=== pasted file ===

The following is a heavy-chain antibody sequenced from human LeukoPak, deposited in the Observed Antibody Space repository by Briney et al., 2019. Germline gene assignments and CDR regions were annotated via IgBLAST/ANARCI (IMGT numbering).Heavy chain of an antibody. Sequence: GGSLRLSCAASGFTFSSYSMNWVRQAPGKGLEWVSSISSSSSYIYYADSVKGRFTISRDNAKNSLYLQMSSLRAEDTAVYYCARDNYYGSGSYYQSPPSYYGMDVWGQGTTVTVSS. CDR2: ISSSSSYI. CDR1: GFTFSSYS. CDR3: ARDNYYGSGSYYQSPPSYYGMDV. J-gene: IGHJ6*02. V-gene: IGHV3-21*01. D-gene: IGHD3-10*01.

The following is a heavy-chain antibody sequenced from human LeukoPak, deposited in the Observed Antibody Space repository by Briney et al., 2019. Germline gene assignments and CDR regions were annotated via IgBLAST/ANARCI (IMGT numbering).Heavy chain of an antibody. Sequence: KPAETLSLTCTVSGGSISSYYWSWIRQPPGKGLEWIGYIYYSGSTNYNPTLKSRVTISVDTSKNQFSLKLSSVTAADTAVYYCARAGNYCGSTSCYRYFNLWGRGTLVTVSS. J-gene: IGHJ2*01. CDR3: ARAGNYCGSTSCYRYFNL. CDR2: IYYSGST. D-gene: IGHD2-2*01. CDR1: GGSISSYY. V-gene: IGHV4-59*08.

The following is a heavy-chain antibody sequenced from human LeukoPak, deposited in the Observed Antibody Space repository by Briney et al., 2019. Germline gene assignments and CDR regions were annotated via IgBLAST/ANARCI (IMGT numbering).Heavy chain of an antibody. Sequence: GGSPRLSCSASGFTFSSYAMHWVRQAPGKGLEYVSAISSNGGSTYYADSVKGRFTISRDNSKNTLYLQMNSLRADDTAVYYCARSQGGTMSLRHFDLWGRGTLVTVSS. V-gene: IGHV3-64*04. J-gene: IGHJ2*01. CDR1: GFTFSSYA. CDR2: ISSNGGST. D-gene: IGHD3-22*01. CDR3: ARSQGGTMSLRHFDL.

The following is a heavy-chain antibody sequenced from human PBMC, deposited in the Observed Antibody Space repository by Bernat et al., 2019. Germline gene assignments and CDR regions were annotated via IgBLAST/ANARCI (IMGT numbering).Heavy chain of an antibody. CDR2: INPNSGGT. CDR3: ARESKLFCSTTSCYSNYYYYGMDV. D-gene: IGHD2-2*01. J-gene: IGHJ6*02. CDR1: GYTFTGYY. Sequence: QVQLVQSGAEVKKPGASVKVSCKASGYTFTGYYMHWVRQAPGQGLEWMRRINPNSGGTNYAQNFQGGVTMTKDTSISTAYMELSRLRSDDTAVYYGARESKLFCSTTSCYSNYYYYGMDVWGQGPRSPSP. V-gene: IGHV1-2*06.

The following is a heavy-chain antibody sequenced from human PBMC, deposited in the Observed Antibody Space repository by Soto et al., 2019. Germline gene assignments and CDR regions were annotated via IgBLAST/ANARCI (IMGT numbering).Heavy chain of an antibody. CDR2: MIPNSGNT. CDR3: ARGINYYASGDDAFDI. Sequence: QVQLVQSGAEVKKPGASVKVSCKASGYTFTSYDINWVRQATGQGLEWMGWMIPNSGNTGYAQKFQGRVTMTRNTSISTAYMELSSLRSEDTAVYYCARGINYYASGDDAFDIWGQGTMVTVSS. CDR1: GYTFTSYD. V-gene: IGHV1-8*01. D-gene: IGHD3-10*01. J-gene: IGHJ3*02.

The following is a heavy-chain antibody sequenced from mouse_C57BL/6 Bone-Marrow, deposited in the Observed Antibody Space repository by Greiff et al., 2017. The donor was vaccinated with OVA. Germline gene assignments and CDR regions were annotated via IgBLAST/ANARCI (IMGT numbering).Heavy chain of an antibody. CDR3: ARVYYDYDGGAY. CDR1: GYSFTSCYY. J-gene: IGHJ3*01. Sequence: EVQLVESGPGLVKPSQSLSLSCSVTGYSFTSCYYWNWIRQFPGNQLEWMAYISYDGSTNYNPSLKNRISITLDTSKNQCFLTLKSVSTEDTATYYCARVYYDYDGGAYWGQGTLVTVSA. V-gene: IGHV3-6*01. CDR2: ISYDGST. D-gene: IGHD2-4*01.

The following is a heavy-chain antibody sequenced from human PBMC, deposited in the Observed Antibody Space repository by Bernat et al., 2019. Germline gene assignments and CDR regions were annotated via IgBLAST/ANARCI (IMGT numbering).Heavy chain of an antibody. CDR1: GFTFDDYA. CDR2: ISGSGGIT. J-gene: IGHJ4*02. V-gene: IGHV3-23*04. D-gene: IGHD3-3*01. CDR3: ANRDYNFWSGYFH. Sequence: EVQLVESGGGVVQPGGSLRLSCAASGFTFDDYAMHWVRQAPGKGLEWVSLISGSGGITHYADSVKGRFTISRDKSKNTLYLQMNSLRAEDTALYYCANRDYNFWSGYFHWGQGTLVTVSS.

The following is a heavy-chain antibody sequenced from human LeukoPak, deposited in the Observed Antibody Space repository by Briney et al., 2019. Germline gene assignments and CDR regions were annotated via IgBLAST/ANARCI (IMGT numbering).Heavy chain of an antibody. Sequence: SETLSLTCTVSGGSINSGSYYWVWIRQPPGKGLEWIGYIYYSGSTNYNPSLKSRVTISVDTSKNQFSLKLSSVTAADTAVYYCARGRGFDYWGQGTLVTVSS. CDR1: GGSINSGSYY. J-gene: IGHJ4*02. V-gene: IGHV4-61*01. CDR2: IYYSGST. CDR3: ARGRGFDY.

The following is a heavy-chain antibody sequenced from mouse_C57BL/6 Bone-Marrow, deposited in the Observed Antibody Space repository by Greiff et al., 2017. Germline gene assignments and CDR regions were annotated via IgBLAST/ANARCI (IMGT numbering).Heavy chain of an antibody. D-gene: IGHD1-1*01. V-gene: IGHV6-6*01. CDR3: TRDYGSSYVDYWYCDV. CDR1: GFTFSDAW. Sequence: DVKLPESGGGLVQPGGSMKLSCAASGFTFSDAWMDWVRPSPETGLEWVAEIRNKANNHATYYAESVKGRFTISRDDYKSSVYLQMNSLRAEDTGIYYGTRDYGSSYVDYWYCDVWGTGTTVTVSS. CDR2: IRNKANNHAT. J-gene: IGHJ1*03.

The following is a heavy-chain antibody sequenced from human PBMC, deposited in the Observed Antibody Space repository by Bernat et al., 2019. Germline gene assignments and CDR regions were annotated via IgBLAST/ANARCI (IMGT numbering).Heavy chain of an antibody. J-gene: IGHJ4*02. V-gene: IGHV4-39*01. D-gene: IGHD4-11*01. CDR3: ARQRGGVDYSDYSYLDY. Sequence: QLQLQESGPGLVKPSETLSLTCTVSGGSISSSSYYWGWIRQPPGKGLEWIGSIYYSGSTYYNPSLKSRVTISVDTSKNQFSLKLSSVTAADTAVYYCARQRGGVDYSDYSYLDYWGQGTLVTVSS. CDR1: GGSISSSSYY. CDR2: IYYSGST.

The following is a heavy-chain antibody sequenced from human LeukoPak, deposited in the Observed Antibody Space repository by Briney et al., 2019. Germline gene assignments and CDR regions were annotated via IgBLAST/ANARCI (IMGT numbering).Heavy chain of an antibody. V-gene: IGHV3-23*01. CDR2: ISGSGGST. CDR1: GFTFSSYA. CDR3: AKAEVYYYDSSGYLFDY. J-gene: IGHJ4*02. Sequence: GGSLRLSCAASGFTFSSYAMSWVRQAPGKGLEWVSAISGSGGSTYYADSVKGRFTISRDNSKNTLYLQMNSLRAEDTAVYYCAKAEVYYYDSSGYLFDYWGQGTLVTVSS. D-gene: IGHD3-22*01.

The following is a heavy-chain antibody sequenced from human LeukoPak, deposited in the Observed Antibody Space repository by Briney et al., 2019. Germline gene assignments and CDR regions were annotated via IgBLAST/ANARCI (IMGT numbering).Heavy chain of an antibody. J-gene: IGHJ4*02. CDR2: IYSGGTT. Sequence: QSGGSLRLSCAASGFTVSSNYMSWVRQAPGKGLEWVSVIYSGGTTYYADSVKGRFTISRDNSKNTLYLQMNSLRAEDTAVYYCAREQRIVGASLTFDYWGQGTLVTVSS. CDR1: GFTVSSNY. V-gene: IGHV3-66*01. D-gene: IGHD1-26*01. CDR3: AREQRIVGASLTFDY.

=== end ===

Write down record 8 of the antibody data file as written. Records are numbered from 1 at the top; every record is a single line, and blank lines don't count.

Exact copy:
The following is a heavy-chain antibody sequenced from human LeukoPak, deposited in the Observed Antibody Space repository by Briney et al., 2019. Germline gene assignments and CDR regions were annotated via IgBLAST/ANARCI (IMGT numbering).Heavy chain of an antibody. Sequence: SETLSLTCTVSGGSINSGSYYWVWIRQPPGKGLEWIGYIYYSGSTNYNPSLKSRVTISVDTSKNQFSLKLSSVTAADTAVYYCARGRGFDYWGQGTLVTVSS. CDR1: GGSINSGSYY. J-gene: IGHJ4*02. V-gene: IGHV4-61*01. CDR2: IYYSGST. CDR3: ARGRGFDY.